What do you do when your favorite social media channel decides to take away your consistent ego boost? Or, from a professional standpoint, what about the rudimentary metric that is supposed to define whether or not you are managing the company’s social media presence correctly?
You freak out, right?
Whispered about for a long time now, Instagram is finally taking steps to possibly completely eliminate the external indicator of how many “likes” an image receives. Instagram vloggers won’t be spared –– the video view count will also be a casualty. The social media giant has now started testing a no likes/views platform in seven different countries (Australia, Brazil, Canada, Ireland, Italy, Japan, New Zealand). Yikes, I feel bad for the proud puppy owners and body builders in those places!
When I first heard about the development, I wasn’t too thrilled. As I mentioned, the number of “likes” (I will stop with the quotation marks from here on out) is the most basic of analytics. Although it can be overblown, the like count of an image is an important big picture summary of how a piece of content performed. Although any social media professional worth a darn will look at more complex analytics to truly evaluate a piece of content, we are lying if we tell you that we don’t look at likes.
I was bummed by the news from a personal angle as well. I think people who post important or good content, no matter how trivial or superficial the act is, should be rewarded by the collective tapping of hearts by their peers.
But, like with many “major” social media changes, the rollout isn’t always as devastating as the rumor. If you caught it earlier, Instagram is taking away the external indicator of likes/views. That means your ex won’t be able to see how many people are liking your posts, but you still will be able to.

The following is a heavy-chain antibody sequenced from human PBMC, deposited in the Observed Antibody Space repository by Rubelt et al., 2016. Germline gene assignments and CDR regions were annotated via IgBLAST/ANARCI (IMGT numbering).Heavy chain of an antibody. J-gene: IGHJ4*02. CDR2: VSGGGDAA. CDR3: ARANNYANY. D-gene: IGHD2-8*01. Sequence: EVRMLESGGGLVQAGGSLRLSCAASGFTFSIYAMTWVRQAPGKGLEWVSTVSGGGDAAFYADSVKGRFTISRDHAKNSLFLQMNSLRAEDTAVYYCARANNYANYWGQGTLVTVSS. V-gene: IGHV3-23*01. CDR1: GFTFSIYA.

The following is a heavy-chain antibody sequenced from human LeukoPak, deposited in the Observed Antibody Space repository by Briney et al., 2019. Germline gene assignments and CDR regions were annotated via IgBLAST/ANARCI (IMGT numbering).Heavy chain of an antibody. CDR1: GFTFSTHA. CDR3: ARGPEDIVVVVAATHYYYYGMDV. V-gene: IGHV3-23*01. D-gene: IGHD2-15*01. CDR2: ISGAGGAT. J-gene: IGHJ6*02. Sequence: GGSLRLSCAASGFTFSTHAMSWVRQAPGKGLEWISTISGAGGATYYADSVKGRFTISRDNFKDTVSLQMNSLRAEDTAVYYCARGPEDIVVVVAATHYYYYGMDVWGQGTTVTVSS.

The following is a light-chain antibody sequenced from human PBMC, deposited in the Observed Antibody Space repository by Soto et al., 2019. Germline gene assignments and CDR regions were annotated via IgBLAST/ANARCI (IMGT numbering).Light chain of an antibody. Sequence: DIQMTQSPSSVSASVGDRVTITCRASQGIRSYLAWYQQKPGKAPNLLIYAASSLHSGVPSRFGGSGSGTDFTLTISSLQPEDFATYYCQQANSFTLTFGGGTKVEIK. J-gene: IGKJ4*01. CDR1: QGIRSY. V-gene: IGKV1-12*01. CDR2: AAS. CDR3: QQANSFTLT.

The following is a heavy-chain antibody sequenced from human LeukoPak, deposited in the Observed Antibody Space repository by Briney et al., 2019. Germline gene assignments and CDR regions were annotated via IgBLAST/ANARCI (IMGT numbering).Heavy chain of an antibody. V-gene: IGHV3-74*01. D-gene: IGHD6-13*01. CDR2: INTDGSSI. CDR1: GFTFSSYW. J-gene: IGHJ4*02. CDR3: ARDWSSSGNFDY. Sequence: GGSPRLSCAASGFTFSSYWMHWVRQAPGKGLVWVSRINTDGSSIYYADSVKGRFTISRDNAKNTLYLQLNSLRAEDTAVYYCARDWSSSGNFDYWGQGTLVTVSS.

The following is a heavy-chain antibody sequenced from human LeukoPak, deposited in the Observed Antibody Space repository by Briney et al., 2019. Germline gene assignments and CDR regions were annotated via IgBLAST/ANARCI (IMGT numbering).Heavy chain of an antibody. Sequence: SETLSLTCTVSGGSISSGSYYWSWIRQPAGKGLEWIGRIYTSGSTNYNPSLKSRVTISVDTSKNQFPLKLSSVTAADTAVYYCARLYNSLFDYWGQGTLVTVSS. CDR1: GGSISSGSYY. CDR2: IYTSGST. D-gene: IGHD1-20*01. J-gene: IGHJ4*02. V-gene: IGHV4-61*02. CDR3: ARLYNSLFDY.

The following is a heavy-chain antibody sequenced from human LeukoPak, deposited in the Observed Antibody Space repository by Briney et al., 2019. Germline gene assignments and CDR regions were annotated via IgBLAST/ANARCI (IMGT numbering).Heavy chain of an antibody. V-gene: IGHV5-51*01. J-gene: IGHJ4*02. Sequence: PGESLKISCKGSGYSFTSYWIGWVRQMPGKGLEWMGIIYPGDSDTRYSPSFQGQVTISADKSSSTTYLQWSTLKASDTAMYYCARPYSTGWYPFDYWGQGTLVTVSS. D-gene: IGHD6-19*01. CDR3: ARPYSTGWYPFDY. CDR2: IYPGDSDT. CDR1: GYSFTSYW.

This is a compromise I can deal with.
When pressed, I will say that people and brands deserve to flaunt the likes they receive for all to see. There is no debating it, there is a feeling of importance and victory that comes with a popular image, and, like I have already said, I don’t have a problem with people being rewarded for building an audience and delivering good content.
But I understand the other side as well. Removing “likes” (sorry, have to go back to the quotation marks––they just provide clarity) from public view will make many people feel more comfortable and empowered to use social media, because let’s face it: getting a lot of likes feels good, but not getting a lot can feel bad. I know this might seem like fostering a culture where everyone gets a trophy (or, perhaps, where no one get a trophy?), but I think this is one case where we can err on the side of appeasing the emotional well-being of others.
From my professional social media director perspective, I can’t get too bent out of shape about it. I will still have full knowledge of the “likes” our content is generating, which is pretty much all I can really ask for. If anything, the change might decrease the pressure of my job. Although I truly do love the competition/challenge, I won’t feel like the campus community and/or other universities are scrutinizing the performance of every post that goes up.
In the end, my thoughts on this might not even matter. Instagram is just testing this out. However, if the “like” count does disappear one day, I won’t be surprised and my self-esteem won’t be shattered. Don’t Blink.